The novel features of the invention both as to the product and the method of making the product together with further objectives and advantages thereof will be better understood from the following description in which the presently preferred method and composition of the invention is set forth.
Current food or snack bars comprise mixtures of rolled oats, brown sugar, a binder such as shortening or corn syrup, coconut oil, honey, salt, sesame seeds, and possibly an antioxidant. Mixing and drying these ingredients when forming the food bar results in a dry, crumbly product having a hard texture. However, adding combinations of polyhydric alcohols as will be set forth to such a mixture prior to forming the bars yields a bar of softer texture, chewy with good stable taste attributes. In addition, the bars need not be further dried to achieve the desired low water activity.
The combinations of polyhydric alcohols which may be added according to the subject invention include at least one sugar alcohol, such as sorbitol, mannitol, or xylitol; the sugar alcohol is used in conjunction with either glycerin or propylene glycol to achieve the desired good taste and soft, chewy texture, as well as achieve a bacteriostatic action through the lowering of the water activity of the resultant food bar.
The granola cereal mix containing oat and wheat flakes, rice, almonds, peanuts, coconut, raisins and chocolate chips, which has been used as the main component can give the dominant texture and flavor characteristics to the product, providing it is not overshadowed and overcome by the remaining ingredients. An excess of such granola mix can make the food bar dry and crumbly; conversely, too little granola mix will render the food bar too moist with an excessively high water activity. A typical granola cereal mix for use in the subject invention has the composition set forth in Table I. All percentages expressed herein are in percent by weight based on the weight of the material or mixture then referred to.
TABLE I______________________________________GRANOLA MIX______________________________________Oat and Wheat Flakes 52 ptsPeanuts 7Whey Solids 3.5Milk Solids 4Coconut 7.5Sugar 15Corn Syrup 5Shortening 10Honey 1______________________________________
In the following examples specific preferred embodiments are disclosed utilizing the above granola mix as its main component. It should be understood that other mixes including fruits, nuts, grains, vegetables or any combination of these foods in any desired amounts may be used and as such, are intended to be within the scope of the subject invention.
______________________________________Granola Mix 55 ptsDried Fruit 10Corn Syrup 10Crisp Rice 5Sugar 6Glycerine (96% solution) 3Shortening 6Peanuts 2Sorbitol (70% solution) 1.43Salt and other flavorings 0.5Antioxidant Preparation trace______________________________________
The dry base ingredients were blended. The binder ingredients, i.e. the sugars, glycerin, sorbitol, and corn syrup were mixed separately with the salt and antioxidant and heated to 125°-135° F. The corn syrup was mixed in with the binder ingredients and the entire binder mixture added to the pre-mixed dry ingredients and blended. A measured amount of the entire mixture was poured into a forming mold where it was pressed to the desired size and density. The resulting bars were placed into aluminum pouches and hermetically sealed.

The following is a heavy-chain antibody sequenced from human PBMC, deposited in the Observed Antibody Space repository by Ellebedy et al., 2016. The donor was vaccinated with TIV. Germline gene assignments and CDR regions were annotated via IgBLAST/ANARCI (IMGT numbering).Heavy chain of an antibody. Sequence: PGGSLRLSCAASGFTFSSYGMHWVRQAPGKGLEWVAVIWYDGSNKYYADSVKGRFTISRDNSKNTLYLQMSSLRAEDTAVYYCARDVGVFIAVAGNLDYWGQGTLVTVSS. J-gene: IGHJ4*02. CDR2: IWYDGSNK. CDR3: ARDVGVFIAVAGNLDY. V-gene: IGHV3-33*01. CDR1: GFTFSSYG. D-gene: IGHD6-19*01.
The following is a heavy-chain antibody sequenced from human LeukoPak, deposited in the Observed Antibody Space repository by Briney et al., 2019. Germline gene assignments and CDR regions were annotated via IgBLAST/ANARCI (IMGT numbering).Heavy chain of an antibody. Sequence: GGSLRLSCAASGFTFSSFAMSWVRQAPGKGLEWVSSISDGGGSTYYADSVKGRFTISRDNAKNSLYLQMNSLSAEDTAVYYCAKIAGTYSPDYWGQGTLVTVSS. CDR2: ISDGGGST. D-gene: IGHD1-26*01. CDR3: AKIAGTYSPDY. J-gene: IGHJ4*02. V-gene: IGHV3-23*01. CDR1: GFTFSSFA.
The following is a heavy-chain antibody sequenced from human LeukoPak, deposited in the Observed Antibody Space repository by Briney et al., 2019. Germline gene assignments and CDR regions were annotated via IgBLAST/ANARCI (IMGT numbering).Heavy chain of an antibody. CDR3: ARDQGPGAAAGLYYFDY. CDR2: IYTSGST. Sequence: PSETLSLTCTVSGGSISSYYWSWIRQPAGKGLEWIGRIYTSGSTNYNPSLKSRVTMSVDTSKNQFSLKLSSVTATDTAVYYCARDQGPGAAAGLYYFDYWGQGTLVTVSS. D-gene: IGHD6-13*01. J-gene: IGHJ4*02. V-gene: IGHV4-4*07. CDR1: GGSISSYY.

The bars thus prepared had water activity of 0.31 to 0.40 with a moisture content of 5.2 to 6 percent. The bar was soft and chewy with good taste and no evidence of a bitter glycerin flavor. The glycerin to sorbitol ratio was approximately 2.9:1.
______________________________________Granola Mix 55 ptsChocolate Chips 10Corn Syrup 10Crisp Rice 5Sugar 6Glycerin (96% solution) 3.45Shortening 6Mannitol (70% solution) .98Salt and other flavorings 0.5Antioxidant Preparation trace______________________________________
The above ingredients were utilized in preparing a food bar in a manner similar to that set forth for Example I, resulting in a food bar having a water activity of 0.31 to 0.40 with a total moisture content of 4.5 to 5.1 percent. The resulting bar had good texture with good taste. No bitter glycerin taste was noted and the food bar was soft and chewy. The glycerin to mannitol ratio was approximately 4.8:1.0.
______________________________________Granola Mix 55 ptsChocolate Chips 10Corn Syrup 10Crisp Rice 5Sugar 6Propylene Glycol 3.76Shortening 6Mannitol (70% solution) .98Salt and other flavorings 0.5Antioxidant Preparation trace______________________________________
The above ingredients were mixed to prepare a food bar according to the procedure set forth in Example I and resulted in a food bar having a water activity of 0.31 to 0.40 which appeared stable after nine months storage at 73° F. The propylene glycol to mannitol ratio was approximately 5.48:1.0.
While the invention has been described with reference to a preferred embodiment, it will be understood by those skilled in the art that various changes may be made and equivalents may be substituted for elements thereof without departing from the scope of the invention. In addition, many modifications may be made to adapt a particular situation or material to the teachings of the invention without departing from the essential scope thereof. Therefore, it is intended that the invention not be limited to the particular embodiment disclosed as the best mode contemplated for carrying out this invention, but that the invention will include all embodiments falling within the scope of the appended claims.
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|U.S. Classification||426/89, 426/541, 426/618, 426/810, 426/548, 426/102, 426/96, 426/625, 426/640, 426/615, 426/103, 426/93, 426/639|
|International Classification||A23G3/48, A23L1/00, A23G3/00, A23L1/164|
|Cooperative Classification||A23L7/139, A23L7/126, A23P10/28, Y10S426/81, A23G3/48|
|European Classification||A23L1/164F2, A23G3/48, A23L1/164C, A23L1/00P2D|
|Jun 10, 1987||FPAY||Fee payment|
Year of fee payment: 4
|Jun 19, 1991||FPAY||Fee payment|
Year of fee payment: 8
|Jul 21, 1995||FPAY||Fee payment|
Year of fee payment: 12